Connect with us

Motherland News

War-scarred Sierra Leone picks president

Published

on

Sierra Leone voters queued for hours in steamy humidity on Wednesday to elect a new leader they hope will end years of economic crisis caused by twin shocks of a commodities slump and an Ebola epidemic.

President Ernest Bai Koroma is stepping aside, having completed his maximum two terms in office, and sixteen candidates are vying to replace him, of whom four are seen as having a realistic chance.

Adama Sesay, a widow with six children, was so anxious to get to the polling station that she left her house at five.

“I am a single parent and things are not easy for me economically so I’m waiting in line to cast my vote for the future,” she told Reuters at a polling station in Waterloo, a village nestled in palm trees and forest on the outskirts of the West African country’s capital.

“In Sierra Leone we are far behind some other countries in Africa, which are making progress,” Sesay said.

The Ebola crisis starting in 2014 and the global commodities downturn dragged Sierra Leone’s economy into the doldrums. It shrank by a fifth in 2015, after years of double-digit growth during its rebound from a ruinous 1990s civil war in which child soldiers fought and tens of thousands died.

Since then, growth has been sluggish and many hope Koroma’s 10-year stint will be followed by a leader who can do more to improve the lives of citizens on the poverty line. Despite those frustrations, and the long waits, voting went ahead peacefully.

“I see out there people responding to calls we have made, people behaving in a manner that is democratic and I see our people are transforming the country,” Koroma said, casting his vote in Freetown’s Goderich district.

“Sierra Leone has matured, which gives me a sense of satisfaction … that (it) is on the path of development.”

Politics has been dominated by two ruling parties since independence from Britain in 1961: the ruling All People’s Congress, now fielding ex-foreign minister Samura Kamara, and the Sierra Leone People’s Party behind Julius Maada Bio, who briefly ruled as head of a military junta in 1996.

But two candidates from younger parties – former United Nations Under-Secretary Kandeh Yumkella and Samuel Sam-Sumana – are seen as having a strong chance if they can garner enough votes from disaffected younger people tired of the status quo.

Crime

Nigeria Football Federation boss Amaju Pinnick under fresh corruption probe

Published

on

Several properties belonging to top officials of the Nigeria Football Federation (NFF), including its president Amaju Pinnick, have been seized in a fresh corruption probe.

The latest investigation and seizures are being carried out by the country’s Independent Corrupt Practices and Other Related Offences Commission’s (ICPC).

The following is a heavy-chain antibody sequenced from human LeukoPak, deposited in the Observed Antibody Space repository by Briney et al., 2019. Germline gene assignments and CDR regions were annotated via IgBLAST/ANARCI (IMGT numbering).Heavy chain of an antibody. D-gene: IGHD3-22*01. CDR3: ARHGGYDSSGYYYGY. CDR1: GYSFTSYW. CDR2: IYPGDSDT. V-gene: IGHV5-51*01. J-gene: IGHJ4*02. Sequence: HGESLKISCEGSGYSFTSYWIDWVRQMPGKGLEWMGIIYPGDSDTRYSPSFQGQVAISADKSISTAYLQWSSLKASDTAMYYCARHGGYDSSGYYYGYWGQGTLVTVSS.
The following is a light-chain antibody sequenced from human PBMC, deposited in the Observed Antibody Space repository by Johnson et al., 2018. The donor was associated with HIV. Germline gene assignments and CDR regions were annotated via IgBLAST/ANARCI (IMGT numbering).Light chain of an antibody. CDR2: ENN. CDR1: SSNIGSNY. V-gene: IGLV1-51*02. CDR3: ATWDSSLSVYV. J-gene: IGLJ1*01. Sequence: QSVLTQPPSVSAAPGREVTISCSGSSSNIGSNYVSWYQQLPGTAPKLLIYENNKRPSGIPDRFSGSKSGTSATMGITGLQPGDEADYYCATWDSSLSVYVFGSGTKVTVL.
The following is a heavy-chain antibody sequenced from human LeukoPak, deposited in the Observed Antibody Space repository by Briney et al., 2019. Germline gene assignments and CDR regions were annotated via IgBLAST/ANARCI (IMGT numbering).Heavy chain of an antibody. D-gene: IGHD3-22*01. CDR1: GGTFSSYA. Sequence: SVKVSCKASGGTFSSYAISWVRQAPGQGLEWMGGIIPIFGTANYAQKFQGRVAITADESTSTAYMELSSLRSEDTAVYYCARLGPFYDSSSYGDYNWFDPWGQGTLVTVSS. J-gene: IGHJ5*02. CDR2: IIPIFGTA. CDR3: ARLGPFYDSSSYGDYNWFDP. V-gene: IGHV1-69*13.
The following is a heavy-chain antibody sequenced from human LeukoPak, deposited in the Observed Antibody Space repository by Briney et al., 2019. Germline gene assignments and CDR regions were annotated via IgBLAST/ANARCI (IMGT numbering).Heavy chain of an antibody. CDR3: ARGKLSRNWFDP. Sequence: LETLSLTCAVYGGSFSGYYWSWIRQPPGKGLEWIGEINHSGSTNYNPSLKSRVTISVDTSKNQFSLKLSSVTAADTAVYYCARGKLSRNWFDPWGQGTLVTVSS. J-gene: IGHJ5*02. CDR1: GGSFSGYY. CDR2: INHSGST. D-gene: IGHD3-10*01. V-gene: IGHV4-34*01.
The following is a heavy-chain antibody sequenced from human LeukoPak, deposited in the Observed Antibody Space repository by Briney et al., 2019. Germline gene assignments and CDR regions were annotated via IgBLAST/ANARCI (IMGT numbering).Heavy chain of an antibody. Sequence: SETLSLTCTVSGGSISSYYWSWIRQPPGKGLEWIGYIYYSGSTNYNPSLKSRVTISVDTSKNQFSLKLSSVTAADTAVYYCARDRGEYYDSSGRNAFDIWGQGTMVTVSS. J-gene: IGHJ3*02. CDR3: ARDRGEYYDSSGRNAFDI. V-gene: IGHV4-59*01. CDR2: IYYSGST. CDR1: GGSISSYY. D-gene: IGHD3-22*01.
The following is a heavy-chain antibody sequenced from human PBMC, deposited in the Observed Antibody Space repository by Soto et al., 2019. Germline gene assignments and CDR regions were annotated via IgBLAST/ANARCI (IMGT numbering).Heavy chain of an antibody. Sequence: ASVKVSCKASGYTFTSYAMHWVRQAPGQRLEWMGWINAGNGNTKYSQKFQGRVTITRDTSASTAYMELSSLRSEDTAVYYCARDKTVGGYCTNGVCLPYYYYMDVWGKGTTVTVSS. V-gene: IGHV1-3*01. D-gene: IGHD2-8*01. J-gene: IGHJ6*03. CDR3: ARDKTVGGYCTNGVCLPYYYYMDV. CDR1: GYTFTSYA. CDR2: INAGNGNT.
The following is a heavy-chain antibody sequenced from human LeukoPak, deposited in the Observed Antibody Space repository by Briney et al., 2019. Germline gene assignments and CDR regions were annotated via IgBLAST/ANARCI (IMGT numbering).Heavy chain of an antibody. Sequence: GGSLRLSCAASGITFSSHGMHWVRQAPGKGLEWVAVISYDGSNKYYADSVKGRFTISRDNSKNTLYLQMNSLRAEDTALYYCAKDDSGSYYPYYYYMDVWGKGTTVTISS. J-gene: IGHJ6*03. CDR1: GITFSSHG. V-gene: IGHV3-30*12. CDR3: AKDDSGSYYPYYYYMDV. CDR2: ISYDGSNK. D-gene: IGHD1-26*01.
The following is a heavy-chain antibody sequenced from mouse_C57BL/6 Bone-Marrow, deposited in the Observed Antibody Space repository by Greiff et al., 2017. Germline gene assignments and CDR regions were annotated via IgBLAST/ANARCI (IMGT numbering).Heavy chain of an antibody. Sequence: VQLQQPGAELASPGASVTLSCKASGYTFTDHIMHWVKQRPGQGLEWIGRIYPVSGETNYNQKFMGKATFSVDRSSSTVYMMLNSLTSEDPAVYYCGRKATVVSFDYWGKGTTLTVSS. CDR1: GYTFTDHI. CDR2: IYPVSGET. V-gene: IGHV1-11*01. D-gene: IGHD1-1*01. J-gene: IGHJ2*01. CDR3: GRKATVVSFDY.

The ICPC has published a newspaper advertisement about the properties seized – half of which belong to Pinnick.

According to the statement published in the Nigerian papers one of Pinnick’s properties is in London.

It comes amidst wide-ranging claims over how money meant for football development allegedly disappeared.

“We can’t go into further details beyond the fact that many officials of the NFF are under investigation,” ICPC spokesperson, Rasheedat Okoduwa said.

“It’s basically because what they have is in excess of what they have earned.”

The ICPC has also taken control of properties belonging to the NFF second vice-president Shehu Dikko and the general secretary Muhamed Sanusi among others.

Source: BBC

Continue Reading

24 Hours Across Africa

Rwanda ban Burundi,s music star ahead of annual festival

Published

on

Burundian musician Jean Pierre Nimbona, popularly known as Kidum, has told the BBC he is confused by Rwanda’s decision to ban him from playing at the upcoming Kigali Jazz Fusion festival.

Kidum is one of Burundi’s biggest music stars and has performed in Rwanda for the past 16 years.

But a police official phoned the musician’s manager to warn that he would only be allowed to make private visits to Rwanda.

“[My manager was told] Kidum is not supposed to perform, tell him to leave. If he comes for private visits fine, but no performances,” the musician told BBC’s Focus on Africa radio programme.

The mayor of Rwanda’s capital said that in this instance permission had not been sought from the authorities for him to perform at the festival in Kigali.

Kidum was a leading peace activist during Burundi’s civil war between 1993 and 2003 and used his songs to call for reconciliation.

The 44-year-old musician said he had never had problems with Rwandan authorities until recently when three of his shows were cancelled at the last minute – including one in December 2018.

That month Burundi had banned Meddy, a musician who is half-Burundian, half-Rwandan, from performing in the main city of Bujumbura.

Kidum said he was unsure if the diplomatic tensions between Burundi and Rwanda had influenced his ban.

“I don’t know, I don’t have any evidence about that. And if there was politics, I’m not a player in politics, I’m just a freelance musician based in Nairobi,” he said.

He said he would not challenge the ban: “There’s nothing I can do, I just wait until maybe the decision is changed some day.

“It’s similar to a family house and you are denied entry… so you just have to wait maybe until the head of the family decides otherwise.”

Continue Reading

Facebook

Advertisement
Flag Counter
Advertisement

Trending

Copyright © 2018 Anttention Media. All rights reserved